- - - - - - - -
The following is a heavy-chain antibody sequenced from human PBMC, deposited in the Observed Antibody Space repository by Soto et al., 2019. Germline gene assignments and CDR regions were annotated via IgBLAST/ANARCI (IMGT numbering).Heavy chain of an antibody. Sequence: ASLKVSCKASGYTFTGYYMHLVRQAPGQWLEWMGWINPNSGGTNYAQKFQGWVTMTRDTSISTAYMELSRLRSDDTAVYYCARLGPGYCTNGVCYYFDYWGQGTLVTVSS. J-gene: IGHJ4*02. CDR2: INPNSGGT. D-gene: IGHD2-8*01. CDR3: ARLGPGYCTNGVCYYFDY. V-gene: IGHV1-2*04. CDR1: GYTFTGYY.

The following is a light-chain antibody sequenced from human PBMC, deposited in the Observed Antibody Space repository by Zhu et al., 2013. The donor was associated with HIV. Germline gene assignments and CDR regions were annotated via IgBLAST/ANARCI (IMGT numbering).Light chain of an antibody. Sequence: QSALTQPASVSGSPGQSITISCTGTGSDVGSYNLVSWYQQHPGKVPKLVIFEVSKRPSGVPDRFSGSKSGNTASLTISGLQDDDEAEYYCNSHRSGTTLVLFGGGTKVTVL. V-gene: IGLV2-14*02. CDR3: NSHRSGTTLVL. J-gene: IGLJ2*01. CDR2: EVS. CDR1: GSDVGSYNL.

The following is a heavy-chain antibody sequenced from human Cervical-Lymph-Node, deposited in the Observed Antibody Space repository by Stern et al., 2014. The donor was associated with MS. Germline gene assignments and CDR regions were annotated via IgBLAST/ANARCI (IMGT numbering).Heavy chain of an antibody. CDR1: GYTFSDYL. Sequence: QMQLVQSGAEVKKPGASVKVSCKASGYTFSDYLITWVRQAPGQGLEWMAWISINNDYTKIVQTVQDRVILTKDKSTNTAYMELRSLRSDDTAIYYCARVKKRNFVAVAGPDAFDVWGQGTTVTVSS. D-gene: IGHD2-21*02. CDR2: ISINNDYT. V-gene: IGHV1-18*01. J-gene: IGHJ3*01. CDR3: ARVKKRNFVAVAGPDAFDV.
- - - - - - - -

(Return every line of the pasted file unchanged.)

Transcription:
The following is a heavy-chain antibody sequenced from human PBMC, deposited in the Observed Antibody Space repository by Soto et al., 2019. Germline gene assignments and CDR regions were annotated via IgBLAST/ANARCI (IMGT numbering).Heavy chain of an antibody. Sequence: ASLKVSCKASGYTFTGYYMHLVRQAPGQWLEWMGWINPNSGGTNYAQKFQGWVTMTRDTSISTAYMELSRLRSDDTAVYYCARLGPGYCTNGVCYYFDYWGQGTLVTVSS. J-gene: IGHJ4*02. CDR2: INPNSGGT. D-gene: IGHD2-8*01. CDR3: ARLGPGYCTNGVCYYFDY. V-gene: IGHV1-2*04. CDR1: GYTFTGYY.

The following is a light-chain antibody sequenced from human PBMC, deposited in the Observed Antibody Space repository by Zhu et al., 2013. The donor was associated with HIV. Germline gene assignments and CDR regions were annotated via IgBLAST/ANARCI (IMGT numbering).Light chain of an antibody. Sequence: QSALTQPASVSGSPGQSITISCTGTGSDVGSYNLVSWYQQHPGKVPKLVIFEVSKRPSGVPDRFSGSKSGNTASLTISGLQDDDEAEYYCNSHRSGTTLVLFGGGTKVTVL. V-gene: IGLV2-14*02. CDR3: NSHRSGTTLVL. J-gene: IGLJ2*01. CDR2: EVS. CDR1: GSDVGSYNL.

The following is a heavy-chain antibody sequenced from human Cervical-Lymph-Node, deposited in the Observed Antibody Space repository by Stern et al., 2014. The donor was associated with MS. Germline gene assignments and CDR regions were annotated via IgBLAST/ANARCI (IMGT numbering).Heavy chain of an antibody. CDR1: GYTFSDYL. Sequence: QMQLVQSGAEVKKPGASVKVSCKASGYTFSDYLITWVRQAPGQGLEWMAWISINNDYTKIVQTVQDRVILTKDKSTNTAYMELRSLRSDDTAIYYCARVKKRNFVAVAGPDAFDVWGQGTTVTVSS. D-gene: IGHD2-21*02. CDR2: ISINNDYT. V-gene: IGHV1-18*01. J-gene: IGHJ3*01. CDR3: ARVKKRNFVAVAGPDAFDV.